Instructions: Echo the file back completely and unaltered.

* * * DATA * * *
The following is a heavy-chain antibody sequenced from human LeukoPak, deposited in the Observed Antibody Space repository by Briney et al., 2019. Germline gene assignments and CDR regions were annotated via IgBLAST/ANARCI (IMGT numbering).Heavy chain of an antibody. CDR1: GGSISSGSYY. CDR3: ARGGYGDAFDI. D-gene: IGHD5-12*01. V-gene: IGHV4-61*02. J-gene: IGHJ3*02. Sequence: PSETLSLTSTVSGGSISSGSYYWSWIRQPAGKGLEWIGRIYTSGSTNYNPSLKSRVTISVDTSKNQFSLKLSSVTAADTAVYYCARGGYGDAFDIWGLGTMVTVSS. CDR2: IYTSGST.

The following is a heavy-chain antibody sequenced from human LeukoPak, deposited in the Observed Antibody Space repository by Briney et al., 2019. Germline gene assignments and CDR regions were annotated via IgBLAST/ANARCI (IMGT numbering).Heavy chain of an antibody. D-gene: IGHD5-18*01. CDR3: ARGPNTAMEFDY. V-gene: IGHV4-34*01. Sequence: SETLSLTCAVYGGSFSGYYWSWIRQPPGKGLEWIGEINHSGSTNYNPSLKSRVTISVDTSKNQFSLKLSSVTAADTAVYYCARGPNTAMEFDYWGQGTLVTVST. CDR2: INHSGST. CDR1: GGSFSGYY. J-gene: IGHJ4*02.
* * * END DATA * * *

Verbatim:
The following is a heavy-chain antibody sequenced from human LeukoPak, deposited in the Observed Antibody Space repository by Briney et al., 2019. Germline gene assignments and CDR regions were annotated via IgBLAST/ANARCI (IMGT numbering).Heavy chain of an antibody. CDR1: GGSISSGSYY. CDR3: ARGGYGDAFDI. D-gene: IGHD5-12*01. V-gene: IGHV4-61*02. J-gene: IGHJ3*02. Sequence: PSETLSLTSTVSGGSISSGSYYWSWIRQPAGKGLEWIGRIYTSGSTNYNPSLKSRVTISVDTSKNQFSLKLSSVTAADTAVYYCARGGYGDAFDIWGLGTMVTVSS. CDR2: IYTSGST.

The following is a heavy-chain antibody sequenced from human LeukoPak, deposited in the Observed Antibody Space repository by Briney et al., 2019. Germline gene assignments and CDR regions were annotated via IgBLAST/ANARCI (IMGT numbering).Heavy chain of an antibody. D-gene: IGHD5-18*01. CDR3: ARGPNTAMEFDY. V-gene: IGHV4-34*01. Sequence: SETLSLTCAVYGGSFSGYYWSWIRQPPGKGLEWIGEINHSGSTNYNPSLKSRVTISVDTSKNQFSLKLSSVTAADTAVYYCARGPNTAMEFDYWGQGTLVTVST. CDR2: INHSGST. CDR1: GGSFSGYY. J-gene: IGHJ4*02.